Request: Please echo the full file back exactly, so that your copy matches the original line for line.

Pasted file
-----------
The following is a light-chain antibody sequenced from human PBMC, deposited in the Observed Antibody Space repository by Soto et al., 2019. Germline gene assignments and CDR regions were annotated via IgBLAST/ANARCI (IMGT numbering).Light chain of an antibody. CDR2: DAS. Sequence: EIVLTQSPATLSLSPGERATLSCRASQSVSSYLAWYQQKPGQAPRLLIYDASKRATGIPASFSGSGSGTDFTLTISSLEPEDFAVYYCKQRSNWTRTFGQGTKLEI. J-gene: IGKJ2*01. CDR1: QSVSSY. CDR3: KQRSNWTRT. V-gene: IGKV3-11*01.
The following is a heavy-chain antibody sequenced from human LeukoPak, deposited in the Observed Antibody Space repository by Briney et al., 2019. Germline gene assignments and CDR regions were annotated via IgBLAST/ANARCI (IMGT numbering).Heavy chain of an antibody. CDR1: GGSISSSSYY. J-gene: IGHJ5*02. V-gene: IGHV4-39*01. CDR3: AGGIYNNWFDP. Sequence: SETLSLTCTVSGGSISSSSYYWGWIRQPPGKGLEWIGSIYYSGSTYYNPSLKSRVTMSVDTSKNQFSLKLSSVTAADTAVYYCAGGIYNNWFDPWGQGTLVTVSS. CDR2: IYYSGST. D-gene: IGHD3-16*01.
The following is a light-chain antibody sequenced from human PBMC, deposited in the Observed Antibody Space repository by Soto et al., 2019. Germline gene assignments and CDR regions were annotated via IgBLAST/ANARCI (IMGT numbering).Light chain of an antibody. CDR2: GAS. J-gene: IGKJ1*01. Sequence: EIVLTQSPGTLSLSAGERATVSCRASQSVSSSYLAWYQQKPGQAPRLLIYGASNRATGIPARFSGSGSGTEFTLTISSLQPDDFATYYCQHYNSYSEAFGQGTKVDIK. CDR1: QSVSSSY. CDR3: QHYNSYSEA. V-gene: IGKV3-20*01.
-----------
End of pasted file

The following is a light-chain antibody sequenced from human PBMC, deposited in the Observed Antibody Space repository by Soto et al., 2019. Germline gene assignments and CDR regions were annotated via IgBLAST/ANARCI (IMGT numbering).Light chain of an antibody. CDR2: DAS. Sequence: EIVLTQSPATLSLSPGERATLSCRASQSVSSYLAWYQQKPGQAPRLLIYDASKRATGIPASFSGSGSGTDFTLTISSLEPEDFAVYYCKQRSNWTRTFGQGTKLEI. J-gene: IGKJ2*01. CDR1: QSVSSY. CDR3: KQRSNWTRT. V-gene: IGKV3-11*01.
The following is a heavy-chain antibody sequenced from human LeukoPak, deposited in the Observed Antibody Space repository by Briney et al., 2019. Germline gene assignments and CDR regions were annotated via IgBLAST/ANARCI (IMGT numbering).Heavy chain of an antibody. CDR1: GGSISSSSYY. J-gene: IGHJ5*02. V-gene: IGHV4-39*01. CDR3: AGGIYNNWFDP. Sequence: SETLSLTCTVSGGSISSSSYYWGWIRQPPGKGLEWIGSIYYSGSTYYNPSLKSRVTMSVDTSKNQFSLKLSSVTAADTAVYYCAGGIYNNWFDPWGQGTLVTVSS. CDR2: IYYSGST. D-gene: IGHD3-16*01.
The following is a light-chain antibody sequenced from human PBMC, deposited in the Observed Antibody Space repository by Soto et al., 2019. Germline gene assignments and CDR regions were annotated via IgBLAST/ANARCI (IMGT numbering).Light chain of an antibody. CDR2: GAS. J-gene: IGKJ1*01. Sequence: EIVLTQSPGTLSLSAGERATVSCRASQSVSSSYLAWYQQKPGQAPRLLIYGASNRATGIPARFSGSGSGTEFTLTISSLQPDDFATYYCQHYNSYSEAFGQGTKVDIK. CDR1: QSVSSSY. CDR3: QHYNSYSEA. V-gene: IGKV3-20*01.